Well, the Isle of Skye is a pretty stunning spot! We may all want to move here…..can we be professional recorder players and wake up to these views every day??!
Hosted so warmly and generously by Angus for two nights with delicious home cooked meals (and homemade pavlova!),
we were so lucky yesterday morning to get the best part of the day for our exploration around the north of the Isle. Beautiful sunshine and beautiful views, from gorges to fairy glen, cliffs to waterfalls.
After a yummy lunch back with Angus, looking out at the sea view, we headed to Portree for our rehearsal at St. Columbas church. A perfect acoustic for our recorders.
With a great turn out for the concert, we had some lovely chats with audience members over tea during the interval. One lady told us how she had seen us back in England while visiting her sister about 2 years ago and when she saw that we were playing in her neck of the woods she had to come along again. Another lady told us that one of our pieces/story reminded her of a chapter from The Wind in the Willows, so we’ll have to check that one out and see can we add it to our readings 🙂
We’re now on route through the mountains (with views of snowcapped ones!) to Gairloch and looking forward to our 5th concert of the tour there tonight.
Last we night we performed out final concert of the tour in Melrose, a historic town with impressive abbeys all around. Now we are sat at Edinburgh Waverley Station, waiting for our trains to London and York. We can’t quite believe that our Scottish adventure has come to an end! From Banchory, up to Inverness and down to Penicuik, New Lanark and Melrose we have seen incredible scenery, beautiful towns, venues ranging from the impressive Inverness Town House to the charming and intimate Penicuik Arts Association. Most appreciated of all, we have had generous hosts who have made us feel comfortable and at home, which makes all the difference when moving to different locations each day.
All that remains to say is thank you to all the hosts for looking after us, to the Music Societies and Associations and their audiences for having us, and to the Tunnell Trust for organising everything and giving us this opportunity. We have every hope of returning in the future, both to explore more, and also hopefully to play again!
Our stay on Eigg at St Franny’s Bothy gave us the cosiest view of a storm we’ve ever seen! Unfortunately our stay was cut short, but we have to say a big thank you to the islanders (particularly Lucy!) who helped us to squeeze in as much sight seeing as we could before catching an earlier ferry.
The rest of the day (including a hair raising couple of hours on the water) was spent travelling to our destination for the concert tonight: the Isle of Skye.
Thank you to Lucy for these pictures of us performing at Eigg, first at the Island’s primary school, and then the concert itself!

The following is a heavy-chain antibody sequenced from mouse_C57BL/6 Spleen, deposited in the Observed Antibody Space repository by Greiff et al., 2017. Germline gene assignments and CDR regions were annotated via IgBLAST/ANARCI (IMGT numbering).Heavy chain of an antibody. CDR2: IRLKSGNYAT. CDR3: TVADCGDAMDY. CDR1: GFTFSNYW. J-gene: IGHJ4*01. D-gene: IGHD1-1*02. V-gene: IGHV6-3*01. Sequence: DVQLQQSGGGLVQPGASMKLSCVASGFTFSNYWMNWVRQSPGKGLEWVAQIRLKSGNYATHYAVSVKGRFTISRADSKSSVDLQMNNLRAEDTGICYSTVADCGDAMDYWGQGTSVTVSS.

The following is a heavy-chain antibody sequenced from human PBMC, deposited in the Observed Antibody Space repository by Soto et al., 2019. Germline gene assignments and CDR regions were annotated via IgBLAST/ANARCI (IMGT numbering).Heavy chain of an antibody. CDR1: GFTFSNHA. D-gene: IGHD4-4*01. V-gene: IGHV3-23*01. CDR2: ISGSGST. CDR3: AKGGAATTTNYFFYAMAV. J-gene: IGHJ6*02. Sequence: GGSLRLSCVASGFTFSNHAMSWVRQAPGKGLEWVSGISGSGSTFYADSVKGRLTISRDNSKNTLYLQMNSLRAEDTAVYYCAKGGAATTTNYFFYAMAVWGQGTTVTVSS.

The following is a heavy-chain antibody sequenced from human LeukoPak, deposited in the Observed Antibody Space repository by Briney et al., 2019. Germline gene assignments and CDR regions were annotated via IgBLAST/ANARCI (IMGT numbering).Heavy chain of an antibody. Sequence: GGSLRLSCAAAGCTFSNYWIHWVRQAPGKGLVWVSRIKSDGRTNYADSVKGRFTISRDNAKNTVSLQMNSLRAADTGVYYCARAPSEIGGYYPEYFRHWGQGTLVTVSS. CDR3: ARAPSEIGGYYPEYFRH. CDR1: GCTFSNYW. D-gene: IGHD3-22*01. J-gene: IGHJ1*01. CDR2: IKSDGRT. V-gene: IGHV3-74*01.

We started the day yesterday with a short walk to see Penicuik House – it was great to get some fresh Scottish air and stretch our legs. Our descent down into New Lanark brought more beautiful Scottish scenery, as we entered the UNESCO World Heritage Site. New Lanark is a restored 18th-century cotton mill village on the banks of the River Clyde. The mill was famously transformed under the management of the philanthropist and utopian idealist, Robert Owen. In fact in his time, ‘The Institute’, which is the venue in which we were playing, was used by him and the villagers for music and dancing – or, as he regarded it, the cultural education of his mill workers.
We arrived in time for a rehearsal and tour of the museum and then, as has been the theme of this whole tour, we were warmly looked after and treated to a meal in the hotel next door. When we returned to The Institute, the Music in Lanark Committee had set up some fantastic atmospheric lighting for us, which they then perfected with us in position.
It was a fantastic turnout despite the cold weather and heavy snow which had been falling all afternoon and a pleasure to perform on Ruth the piano (named after the Head of Keyboard Studies at Yehudi Menuhin School). It was also heart-warming to hear of the generous support of Border Biscuits who helped fund the purchase of the piano.
We are currently on our way to Melrose and have just stopped in a Forestry Commission cafe for some lunch surrounded by mountain bikers! Looking forward to our last concert of the tour and to coming full circle as we play the programme which we last played on our first night of the tour, ‘Across the Pyrenees.’
We had such a surreal adventure on the Isle of Eigg yesterday! It was wonderful to see a great community spirit among the people we met. All so friendly and a real inspiration.
After a windey drive through the stunning mountains from Fortwilliam to Mallaig to catch the ferry to the Isle (reversing on board!), we went straight to Eigg primary school where the five children treated us to a tour of the school and a mini whistle recital. We had great fun performing for them and getting to know them, learning some stories about the Isle.
Lunch was had at the pier tea room where we met Luna the dog and experienced the best ‘Dirty Chips’, complete with haggis.
With our luggage transported up the hill by quad bike, we stayed in the cutest little hut, St Frannys Bothy, with a wood burning stove, snuggly pod beds and an incredible sea view. After our rehearsal in the community hall (fairylights in abundance!) we had a lovely home cooked meal back in our bothy, before getting concert ready and then venturing through the dark with our torches on a muddy track back to our performance space in the hall. Lots of laughs were had along the way!